I agree with your discussion of the practical considerations facing government trying to recover advanced payments under current law. But, the legislation also mandates that Treasury issue regulations (or other guidance). That authority should be sufficient to issue regulations that would require re-payment of advanced payments in certain cases such as a payment triggered by a false return (i.e., recoveries that are not plainly against the purpose of the statute). In this hypo, the regulation could design a regime that would add a liability of $1,200 to the 2020 return of the dependent once the 2019 return has itself been corrected (e.g., by disallowing the standard deduction).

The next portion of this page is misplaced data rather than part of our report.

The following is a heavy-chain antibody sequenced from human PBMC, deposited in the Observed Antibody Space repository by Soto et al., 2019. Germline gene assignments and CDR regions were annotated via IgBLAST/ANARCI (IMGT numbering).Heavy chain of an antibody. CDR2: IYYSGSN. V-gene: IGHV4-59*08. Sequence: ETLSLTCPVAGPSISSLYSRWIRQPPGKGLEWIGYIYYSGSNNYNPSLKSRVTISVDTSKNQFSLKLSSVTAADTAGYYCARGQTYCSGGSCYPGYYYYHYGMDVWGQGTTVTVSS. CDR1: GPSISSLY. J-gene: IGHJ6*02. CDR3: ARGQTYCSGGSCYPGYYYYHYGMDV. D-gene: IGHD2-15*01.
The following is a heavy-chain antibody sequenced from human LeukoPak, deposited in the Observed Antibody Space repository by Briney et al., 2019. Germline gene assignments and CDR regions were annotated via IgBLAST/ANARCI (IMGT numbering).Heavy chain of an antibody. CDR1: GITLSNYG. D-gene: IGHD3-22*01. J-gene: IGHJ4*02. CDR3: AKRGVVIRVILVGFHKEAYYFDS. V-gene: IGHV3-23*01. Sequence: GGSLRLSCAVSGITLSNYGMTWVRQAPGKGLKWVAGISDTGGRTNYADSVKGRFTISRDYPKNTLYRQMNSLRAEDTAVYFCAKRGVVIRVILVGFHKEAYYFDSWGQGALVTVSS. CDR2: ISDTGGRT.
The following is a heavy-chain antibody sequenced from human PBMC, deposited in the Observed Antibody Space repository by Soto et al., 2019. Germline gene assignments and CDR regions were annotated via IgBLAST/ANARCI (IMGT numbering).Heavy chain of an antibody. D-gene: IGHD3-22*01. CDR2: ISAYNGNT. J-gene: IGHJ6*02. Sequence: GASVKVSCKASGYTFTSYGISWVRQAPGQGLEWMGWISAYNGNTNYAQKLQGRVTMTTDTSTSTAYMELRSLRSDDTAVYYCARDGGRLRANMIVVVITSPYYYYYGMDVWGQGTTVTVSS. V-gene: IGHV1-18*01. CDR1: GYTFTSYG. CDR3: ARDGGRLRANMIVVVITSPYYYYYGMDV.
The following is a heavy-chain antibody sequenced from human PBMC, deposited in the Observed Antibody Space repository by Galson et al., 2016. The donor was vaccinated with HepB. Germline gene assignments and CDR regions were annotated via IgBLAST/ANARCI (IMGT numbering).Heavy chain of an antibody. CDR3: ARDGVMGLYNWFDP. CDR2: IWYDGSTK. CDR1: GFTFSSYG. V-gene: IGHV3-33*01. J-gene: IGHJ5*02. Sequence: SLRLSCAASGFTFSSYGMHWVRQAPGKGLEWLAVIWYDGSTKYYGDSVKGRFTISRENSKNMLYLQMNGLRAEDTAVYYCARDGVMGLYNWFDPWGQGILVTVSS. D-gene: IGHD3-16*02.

• Bryan Camp says

      @Fabrice. Good points all. It is a bit dizzying to consider all the permutations. And, sadly, not all taxpayer error is unintentional. Still, many taxpayers genuinely confuse the concepts of “allowed” v. “allowable” and will not check the box if no one did, actually, claim them. I am quite sympathetic to the administrative problems all this creates for the IRS.

  8. @ Fabrice: “In the hypo, the advanced payment to the dependent is triggered by the filing of an incorrect 2019 return: the taxpayer should have checked the box indicating that ‘someone can claim you as a dependent.’ ”

    Here is an example from real life. Taxpayer filed his 2018 return, correctly showing that he was claimed as a dependent (in his last year of college). His 2019 return will show that he is not claimed, but it has not been filed yet. On April 15, IRS deposited $1,200 in his bank account — the one shown on his 2018 return. He did nothing wrong. Did IRS?